AIMPLB’s new ‘nikahnama’ says no to dowry, extravagant weddings

AIMPLB’s new ‘nikahnama’ says no to dowry, extravagant weddings

Lucknow, March 31 (IANS) The All India Muslim Personal Law Board (AIMPLB) has released a new ‘nikahnama’ for Muslims, banning dowry and extravaganza during weddings.

The 11-point new nikahnama has been released by Board Chairman, Maulana Syed Rabe Hasan Nadvi, and General Secretary Maulana Wali Rehmani, after approval from renowned Muslim clerics including Maulana Arshad Madani, Maulana Asgar Ali Imam Mehdi Salfi, Maulana Fakhruddin Jilani, Maulana Kalbe Jawad and others.

Maulana Rabe Hasan has appealed to all members of the Muslim community to stay away from the social evil of dowry and wasteful expenditure during ‘nikah’. He urged Muslims to solemnise nikah at mosques as per Islamic traditions, instead of holding mega functions in marriage halls.

The board has already launched a ten-day campaign to educate members of the community across the country to put an end to social evils, plaguing marriages in Muslims.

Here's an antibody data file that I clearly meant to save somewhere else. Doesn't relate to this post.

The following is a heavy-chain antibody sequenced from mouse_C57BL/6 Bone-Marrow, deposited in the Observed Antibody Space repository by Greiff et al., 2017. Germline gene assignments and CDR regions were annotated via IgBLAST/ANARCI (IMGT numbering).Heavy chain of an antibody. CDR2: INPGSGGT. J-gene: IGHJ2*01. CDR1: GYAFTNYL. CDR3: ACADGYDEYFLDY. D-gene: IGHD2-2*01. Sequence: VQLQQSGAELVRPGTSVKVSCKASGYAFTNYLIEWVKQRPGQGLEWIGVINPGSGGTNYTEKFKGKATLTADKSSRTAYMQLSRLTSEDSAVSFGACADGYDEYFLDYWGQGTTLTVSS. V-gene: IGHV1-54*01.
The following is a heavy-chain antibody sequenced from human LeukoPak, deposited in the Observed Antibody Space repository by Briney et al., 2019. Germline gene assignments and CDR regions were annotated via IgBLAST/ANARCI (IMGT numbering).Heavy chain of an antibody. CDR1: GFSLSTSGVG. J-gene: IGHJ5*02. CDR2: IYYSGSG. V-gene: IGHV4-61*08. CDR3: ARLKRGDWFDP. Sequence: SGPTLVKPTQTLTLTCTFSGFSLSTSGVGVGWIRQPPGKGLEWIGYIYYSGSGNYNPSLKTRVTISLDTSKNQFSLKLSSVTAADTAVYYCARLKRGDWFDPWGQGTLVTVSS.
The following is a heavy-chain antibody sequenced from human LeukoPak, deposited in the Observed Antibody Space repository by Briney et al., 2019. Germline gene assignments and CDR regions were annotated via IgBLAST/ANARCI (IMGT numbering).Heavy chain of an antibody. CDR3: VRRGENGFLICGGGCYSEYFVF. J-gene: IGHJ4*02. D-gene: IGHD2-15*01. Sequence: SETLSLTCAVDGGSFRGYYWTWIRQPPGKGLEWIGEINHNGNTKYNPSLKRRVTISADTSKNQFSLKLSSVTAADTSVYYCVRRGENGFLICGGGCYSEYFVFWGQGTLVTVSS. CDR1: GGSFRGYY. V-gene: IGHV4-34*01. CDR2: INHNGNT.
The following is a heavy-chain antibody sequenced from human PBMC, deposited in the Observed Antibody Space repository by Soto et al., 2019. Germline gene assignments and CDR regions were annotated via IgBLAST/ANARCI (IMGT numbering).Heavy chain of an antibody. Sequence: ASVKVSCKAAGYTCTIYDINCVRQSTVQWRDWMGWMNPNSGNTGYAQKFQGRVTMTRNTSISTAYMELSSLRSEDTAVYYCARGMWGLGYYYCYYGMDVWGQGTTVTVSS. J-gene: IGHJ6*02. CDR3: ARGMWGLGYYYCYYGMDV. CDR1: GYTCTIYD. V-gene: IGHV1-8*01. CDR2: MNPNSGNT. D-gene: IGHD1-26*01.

During the campaign, all Muslim clerics will stress on solemnising nikah as per Islamic traditions to do away with dowry and wasteful expenditure.

The new nikahnama completely bans dowry, ‘manjha’ (haldi ceremony) and other un-Islamic traditions like marriage procession, fireworks, DJ, dancing, etc.

Though it permits ‘Dawat-e-Walima’, it has disallowed a big feast after the marriage ceremony.

The Dawat-e-Walima after nikah will be served only to family members, guests coming from outside, and poor and hungry members of the community.

Sharia allows only simple nikah and Dawat-e-Walima in which invitation is also extended to poor and hungry people of the community.

The new nikahnama stresses on following time scheduled for solemnising the nikah. After nikah, the bridegroom is expected to behave and take care of his wife as per Sunnat.

The new nikahnama by the AIMPLB came after the suicide by Ayesha, a Muslim girl from Gujarat, over dowry harassment that triggered a countrywide debate among Muslim clerics over social evils.

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